Why ‘A Domain of One’s Own’ Matters (For the Future of Knowledge) by Audrey Watters was this week’s reading and it really struck a chord with me. I’m sure a lot of us has experienced the “I need to take a social media break” and if you are anything like me, you took one as soon as we went into quarantine. There is something special about social media, but what is the cost for consumers? I’ve often wondered if there are ways that we can mimic social media with the posts and content creation, but have more control over what we see (viewing things that we actually want to see, not what the highest bidder paid to get on our home pages). Today’s reading was exactly what I was looking for with this question, especially when it comes to students.
We’ve lost control of our personal data.
Sign up to a mailing list to get 15% off of your first order, and all of the sudden ads are on your Facebook, Instagram, etc. Similar websites, websites you’ve never been to all start flooding your spam folder into this downward spiral of your information being spread everywhere. I’m not saying it can’t happen with owning a domain, but it is an easier way to control your personal information. Especially for students, they can learn the ins and outs of content producing, navigating the internet, and so on before signing up to social media sites. It helps build their knowledge of the internet, but also be aware of how their personal data works, the misinformation being spread around (such as politics), and advertising.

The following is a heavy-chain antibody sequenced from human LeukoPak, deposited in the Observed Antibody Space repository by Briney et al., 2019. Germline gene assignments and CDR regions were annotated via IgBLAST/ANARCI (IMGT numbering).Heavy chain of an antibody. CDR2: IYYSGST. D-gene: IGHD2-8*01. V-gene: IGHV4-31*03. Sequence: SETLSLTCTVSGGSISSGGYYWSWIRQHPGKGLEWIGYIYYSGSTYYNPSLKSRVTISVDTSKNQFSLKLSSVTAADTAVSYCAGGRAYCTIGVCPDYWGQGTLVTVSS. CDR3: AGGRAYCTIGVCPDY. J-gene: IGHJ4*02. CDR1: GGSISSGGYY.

Technology will impact student’s lives.
It is important to teach kiddos to be responsible on the internet. I think it would be fun for students to have their own website that is a reflection of them. Students could share their domain with friends and family, and by keeping a smaller circle (as a domain’s audience would naturally be smaller than a social media site) they can be more expressive and it can hopefully be a safe space to learn and create. I work for a performance based school, and one of our ten content areas is technology. I could imagine that one year, students dedicate their technology time to learning about a domain, creating for their domain, and maybe go deeper into building a website (such as coding). I really liked when the article said, “They can think about how these technologies shape the formation of their understanding of the world – how knowledge is formed and shared; how identity is formed and expressed. They can engage with that original purpose of the Web – sharing information and collaborating on knowledge-building endeavors – by doing meaningful work online, in the public, with other scholars. That they have a space of their own online, along with the support and the tools to think about what that can look like.”
Have a wonderful Labor Day everyone!
Watters, A. (2017, April 04). Why ‘A Domain of One’s Own’ Matters (For the Future of Knowledge). Retrieved September 06, 2020, from https://hackeducation.com/2017/04/04/domains